South-east Asia bucks global stagflation trend as tourism and exports climb

War in Ukraine, record fuel and food prices and rising interest rates are stoking the threat of stagflation but at least one region is positioned to avoid the worst of the downturn: south-east Asia.

Across the globe, investors are selling stocks in anticipation of higher interest rates and potential recession. The US Federal Reserve last week raised rates by more than expected in a bid to tame prices while China’s punitive zero-Covid strategy has depressed demand in the world’s second-largest economy.

South-east Asia, however, looks set to largely escape the stagflationary cycle of high inflation and cratering output. In four of the six biggest economies in the Association of Southeast Asian Nations, gross domestic product is rising faster than inflation, a Financial Times analysis of government data has found.

In those countries — Vietnam, Malaysia, Indonesia and the Philippines — economies are bouncing back as strict pandemic entry controls are removed and a resurgence of tourism fills hotels in hotspots ranging from Vietnam’s Ha Long Bay to Bali.

“What you are seeing in south-east Asia at the moment is a reopening bounce coming through: the growth environment is very strong, and that is likely to carry over into the second half of the year,” said Frederic Neumann, chief Asia economist at HSBC. “Asean is looking very resilient.” 

“There’s not a lot of talk about stagflation here,” said Khoon Goh, head of Asia research for ANZ in Singapore. “One of the bright spots is that south-east Asian countries have embraced treating Covid as endemic, and have really moved on and eased restrictions and opened up their economies.”

Only in Thailand and Singapore has inflation climbed faster than gross domestic product growth. Thailand’s economy is rebounding, but rising inflation is dampening consumer demand, while Singapore last month warned that its recovery was slowing because of the impact of the war in Ukraine and lockdowns in China, its leading trading partner.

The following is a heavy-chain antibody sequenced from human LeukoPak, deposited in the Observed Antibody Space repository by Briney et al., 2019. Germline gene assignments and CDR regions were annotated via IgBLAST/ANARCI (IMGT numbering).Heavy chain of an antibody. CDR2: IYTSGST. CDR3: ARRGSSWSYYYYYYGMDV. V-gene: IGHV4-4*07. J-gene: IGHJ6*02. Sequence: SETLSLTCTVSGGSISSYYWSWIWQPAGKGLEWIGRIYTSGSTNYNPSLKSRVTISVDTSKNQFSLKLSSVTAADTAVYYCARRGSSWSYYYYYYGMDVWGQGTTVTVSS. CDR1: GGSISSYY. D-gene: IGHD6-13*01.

Around the region, the positive numbers partly reflect the “base effect” of bounce backs from deep economic downturns during the pandemic.

In the Philippines, which suffered one of the sharpest economic contractions of any country in the region after imposing hard lockdowns to contain Covid, GDP rose 8.3 per cent in the first quarter, sparked by a revival in consumption.

But south-east Asian economies are generating greater momentum in output, too, including steady growth in exports. Rising food, fuel and commodity prices have been good for the countries that export them in large quantities, whether palm oil (Indonesia and Malaysia), rubber (Thailand and Malaysia) or coal (Indonesia). 

South-east Asian countries are also positioned to profit from shifts in production by manufacturers diversifying their supply chains away from China. Apple, for example, is shifting some of its production of iPads to Vietnam.

“Vietnam’s acceleration of manufacturing activities reflects its ability to substitute some of the loss of production in China because of zero-Covid supply-chain disruptions, especially in electronics, textiles and footwear,” said Trinh Nguyen, senior economist for emerging Asia with Natixis, a bank.

“The persistence of disruption in China and rising geopolitical tensions will further increase investment into south-east Asia.”

While Asean economies are generally performing well, some are more vulnerable to darkening global trends. The Philippines, for example, relies partially on imports for rice, a staple, and is a net importer of food and fuel. It is therefore not benefiting from the improved terms of trade enjoyed by food and fuel exporters such as Thailand and Singapore.

Policymakers in the region are, however, in some cases embracing price controls — a move that could soften the shock of inflation. Ferdinand “Bongbong” Marcos Jr, the new Philippine president who assumes power at the end of the month, promised during the campaign to bring down the price of rice by imposing a cap on the grain.

“In south-east Asia, some prices are controlled — for example, petrol in Malaysia and Indonesia — and that helps to keep headline inflation contained,” said ANZ’s Goh. “We are not seeing a large breakout in inflation like in the US or Europe.”


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